Government Bond Update - September 2016
September proved to be another mixed month for global government bond markets amid ongoing political and monetary uncertainty. Yields on 10-year benchmark notes dropped to new record lows across several European countries, including two of the continent’s peripheral economies. According to Tradeweb data, Spain’s 10-year government bond mid-yield ended the month at 0.88%, while its Irish counterpart closed at 0.32% on September 28. On the same day, mid-yields on 10-year government debt in France and the Netherlands fell to 0.09% and -0.04% respectively, their lowest closing levels on record.
Earlier in the month, the European Central Bank decided to keep interest rates and its monetary stimulus programme unchanged. Consumer prices in the Euro area were expected to increase by an annualised 0.4% in September, the highest inflation rate since October 2014, following a 0.2% growth in the preceding month. Similarly, German inflation hit a 16-month high of 0.7% in September, as the cost of food and services continued to increase. The 10-year Bund mid-yield fell 5 basis points during the month to close at -0.12%, having risen to 0.04% on September 13.
In contrast, the mid-yield on the Greek and Portuguese 10-year benchmark bonds climbed 27 and 28 basis points during the month, closing at 8.43% and 3.31% respectively. The UK 10-year Gilt mid-yield also ended the month 23 basis points higher at 0.76%. On September 15, the Bank of England decided to maintain interest rates at the historic low of 0.25%, citing improving economic forecasts and business confidence. In addition, the central bank outlined the economic factors that could potentially lead to a further rate cut later this year.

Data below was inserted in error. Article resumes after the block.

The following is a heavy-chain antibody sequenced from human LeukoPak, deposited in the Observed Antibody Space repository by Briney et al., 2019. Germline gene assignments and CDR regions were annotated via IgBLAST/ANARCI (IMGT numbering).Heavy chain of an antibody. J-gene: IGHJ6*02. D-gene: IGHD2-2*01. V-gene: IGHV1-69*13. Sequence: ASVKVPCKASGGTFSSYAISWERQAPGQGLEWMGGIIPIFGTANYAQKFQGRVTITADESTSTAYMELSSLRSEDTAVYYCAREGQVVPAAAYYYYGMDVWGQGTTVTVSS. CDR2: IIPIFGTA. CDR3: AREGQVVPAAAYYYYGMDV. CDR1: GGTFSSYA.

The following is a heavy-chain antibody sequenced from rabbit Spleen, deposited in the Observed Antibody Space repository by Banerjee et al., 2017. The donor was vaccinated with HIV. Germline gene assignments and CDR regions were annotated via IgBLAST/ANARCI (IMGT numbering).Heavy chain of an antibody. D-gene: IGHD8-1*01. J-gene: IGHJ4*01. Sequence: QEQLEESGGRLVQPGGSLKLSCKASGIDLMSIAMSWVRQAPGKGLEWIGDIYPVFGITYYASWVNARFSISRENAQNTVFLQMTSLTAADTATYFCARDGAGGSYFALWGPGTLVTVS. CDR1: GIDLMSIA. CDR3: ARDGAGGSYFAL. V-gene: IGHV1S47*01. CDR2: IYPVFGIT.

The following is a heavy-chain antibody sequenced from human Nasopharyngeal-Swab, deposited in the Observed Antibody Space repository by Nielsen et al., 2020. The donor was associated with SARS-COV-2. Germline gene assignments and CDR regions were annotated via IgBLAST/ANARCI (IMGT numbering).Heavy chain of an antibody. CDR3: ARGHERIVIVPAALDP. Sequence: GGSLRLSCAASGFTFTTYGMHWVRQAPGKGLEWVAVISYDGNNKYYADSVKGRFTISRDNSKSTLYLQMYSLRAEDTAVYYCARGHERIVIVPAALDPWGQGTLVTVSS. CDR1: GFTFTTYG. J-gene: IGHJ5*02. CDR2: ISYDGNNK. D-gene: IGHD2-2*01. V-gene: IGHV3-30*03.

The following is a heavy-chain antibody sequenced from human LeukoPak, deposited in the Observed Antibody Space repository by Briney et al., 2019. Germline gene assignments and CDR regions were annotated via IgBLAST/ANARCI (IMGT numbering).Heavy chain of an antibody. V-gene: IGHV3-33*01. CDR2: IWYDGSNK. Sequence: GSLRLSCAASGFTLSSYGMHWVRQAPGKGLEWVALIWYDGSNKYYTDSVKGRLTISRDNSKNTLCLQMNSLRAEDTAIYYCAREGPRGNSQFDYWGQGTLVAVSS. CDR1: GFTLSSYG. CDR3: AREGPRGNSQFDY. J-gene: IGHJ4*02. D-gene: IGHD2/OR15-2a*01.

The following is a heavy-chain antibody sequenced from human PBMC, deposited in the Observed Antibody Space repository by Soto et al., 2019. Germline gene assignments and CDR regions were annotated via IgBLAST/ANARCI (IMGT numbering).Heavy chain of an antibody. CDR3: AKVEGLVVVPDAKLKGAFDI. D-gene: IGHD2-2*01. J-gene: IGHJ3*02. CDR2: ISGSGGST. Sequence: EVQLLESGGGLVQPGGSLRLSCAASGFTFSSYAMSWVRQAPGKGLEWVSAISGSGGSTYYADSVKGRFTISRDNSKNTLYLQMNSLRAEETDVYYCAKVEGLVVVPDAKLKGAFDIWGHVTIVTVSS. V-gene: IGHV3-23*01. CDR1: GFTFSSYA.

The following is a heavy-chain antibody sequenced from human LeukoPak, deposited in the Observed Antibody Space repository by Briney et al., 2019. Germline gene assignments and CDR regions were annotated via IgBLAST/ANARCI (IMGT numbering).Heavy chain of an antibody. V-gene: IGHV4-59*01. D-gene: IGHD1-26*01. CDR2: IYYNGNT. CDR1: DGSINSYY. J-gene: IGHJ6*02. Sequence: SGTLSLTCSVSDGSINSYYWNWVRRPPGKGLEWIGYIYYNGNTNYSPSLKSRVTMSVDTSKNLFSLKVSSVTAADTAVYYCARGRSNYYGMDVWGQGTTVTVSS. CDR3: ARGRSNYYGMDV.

Elsewhere, the U.S. Federal Reserve opted to wait for “further evidence of continued progress toward its objectives,” before increasing interest rates further. The 10-year Treasury mid-yield finished the month at 1.61%, up 4 basis points since the end of August. Meanwhile, the Bank of Japan announced it would adjust the pace of its bond buying to keep the 10-year JGB yield at “current levels around 0%.” The mid-yield on the security dropped one basis point over the month to close at -0.08%.